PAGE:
Researchers study how the metabolic parameters of elite athletes can inform improved treatments of diseases such as cancer, diabetes and Alzheimer’s
Racing in the Pyrenees near the end of the three-week battle of attrition that is the Tour de France, Tadej Pogačar accelerated up a 14% grade and dropped his nearest competitors as if they were slogging through a bog. Pogačar, 22, was on his way to his second Le Tour championship in a row, finishing 5 minutes, 20 seconds ahead of his nearest rival.
Iñigo San Millán, right, and Tadej Pogačar celebrate a second consecutive Tour de France championship on July 18, 2021, in Paris. Photos courtesy of Bettini Photo.
The dominating performance prompted some observers to say the Tour has moved into “the Pogačar era.” Retired Belgian racer Eddy Merckx, who is considered the sport’s all-time best, winning the Tour five times between 1969 and 1974, said Pogačar has the quality to equal his feat.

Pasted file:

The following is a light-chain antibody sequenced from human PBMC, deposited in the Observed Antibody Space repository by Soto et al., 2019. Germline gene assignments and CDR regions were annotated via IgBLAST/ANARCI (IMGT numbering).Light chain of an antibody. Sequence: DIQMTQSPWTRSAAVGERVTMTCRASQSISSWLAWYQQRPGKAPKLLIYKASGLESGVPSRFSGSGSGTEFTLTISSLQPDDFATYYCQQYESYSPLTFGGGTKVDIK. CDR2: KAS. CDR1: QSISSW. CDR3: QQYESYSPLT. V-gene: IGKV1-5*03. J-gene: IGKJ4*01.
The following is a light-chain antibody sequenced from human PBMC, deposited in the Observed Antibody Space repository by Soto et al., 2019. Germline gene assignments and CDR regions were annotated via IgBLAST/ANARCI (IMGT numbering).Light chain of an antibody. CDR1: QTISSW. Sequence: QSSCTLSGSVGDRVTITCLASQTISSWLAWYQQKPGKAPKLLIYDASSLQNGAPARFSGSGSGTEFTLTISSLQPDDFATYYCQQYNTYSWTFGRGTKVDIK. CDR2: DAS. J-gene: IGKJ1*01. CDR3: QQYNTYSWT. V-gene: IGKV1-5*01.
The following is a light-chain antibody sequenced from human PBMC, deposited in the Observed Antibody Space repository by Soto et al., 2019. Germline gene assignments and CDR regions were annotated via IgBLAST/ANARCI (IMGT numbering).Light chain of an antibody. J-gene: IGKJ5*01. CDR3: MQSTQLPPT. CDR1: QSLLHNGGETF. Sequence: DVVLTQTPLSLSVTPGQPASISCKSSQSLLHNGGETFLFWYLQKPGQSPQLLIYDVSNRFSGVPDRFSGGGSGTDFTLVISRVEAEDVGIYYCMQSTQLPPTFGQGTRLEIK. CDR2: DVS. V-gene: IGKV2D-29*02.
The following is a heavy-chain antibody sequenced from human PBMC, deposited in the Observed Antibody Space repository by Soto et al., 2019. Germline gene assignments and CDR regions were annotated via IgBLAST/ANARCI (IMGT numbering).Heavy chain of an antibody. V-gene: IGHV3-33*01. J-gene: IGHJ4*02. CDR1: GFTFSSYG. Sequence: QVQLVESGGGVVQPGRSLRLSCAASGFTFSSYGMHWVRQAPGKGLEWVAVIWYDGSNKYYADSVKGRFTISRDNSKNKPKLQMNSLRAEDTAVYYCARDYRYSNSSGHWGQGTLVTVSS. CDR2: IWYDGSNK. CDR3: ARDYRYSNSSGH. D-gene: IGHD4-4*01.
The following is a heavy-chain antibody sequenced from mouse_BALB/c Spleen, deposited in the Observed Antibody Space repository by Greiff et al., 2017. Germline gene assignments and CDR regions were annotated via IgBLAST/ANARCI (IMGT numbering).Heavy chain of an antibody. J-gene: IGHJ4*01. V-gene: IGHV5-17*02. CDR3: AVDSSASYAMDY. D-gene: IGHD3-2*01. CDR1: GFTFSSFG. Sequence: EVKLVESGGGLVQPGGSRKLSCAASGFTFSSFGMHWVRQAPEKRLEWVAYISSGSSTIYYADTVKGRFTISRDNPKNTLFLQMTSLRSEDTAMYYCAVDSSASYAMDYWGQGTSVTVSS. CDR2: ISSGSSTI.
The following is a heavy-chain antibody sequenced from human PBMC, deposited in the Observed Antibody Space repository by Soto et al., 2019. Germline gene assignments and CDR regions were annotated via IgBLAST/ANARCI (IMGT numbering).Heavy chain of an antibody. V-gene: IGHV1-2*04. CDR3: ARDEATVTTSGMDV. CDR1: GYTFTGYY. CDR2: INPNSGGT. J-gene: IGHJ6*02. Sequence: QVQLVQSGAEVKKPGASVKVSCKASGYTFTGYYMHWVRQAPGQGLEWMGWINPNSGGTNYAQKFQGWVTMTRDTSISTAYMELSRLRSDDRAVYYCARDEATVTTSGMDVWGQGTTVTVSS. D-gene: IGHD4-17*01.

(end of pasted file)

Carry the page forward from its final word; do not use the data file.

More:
Hitched in no small way to this historic era is the Slovenian phenom’s coach, Iñigo San Millán, PhD, an assistant professor in the Division of Endocrinology, Metabolism and Diabetes at the University of Colorado School of Medicine (SOM) and the Department of Human Physiology and Nutrition at UCCS.
It is perhaps apropos that Pogačar is such an exceptional climber. That’s because, in addition to being his coach, San Millán and his SOM-based research team are using Pogačar and his fellow Team United Arab Emirates (UAE) riders to define the upper limits of human physiology. They are studying how the metabolic parameters of these elite athletes can inform improved treatments of disease, including cancer, diabetes and Alzheimer’s.
Following is an interview with San Millán, who was visiting his native Spain after a couple days of well-deserved celebration in Paris, where the Tour de France ended on July 18 in front of a final-stage worldwide TV audience of roughly 7 million (the Tour is surpassed only by World Cup soccer and the Olympics in overall viewership).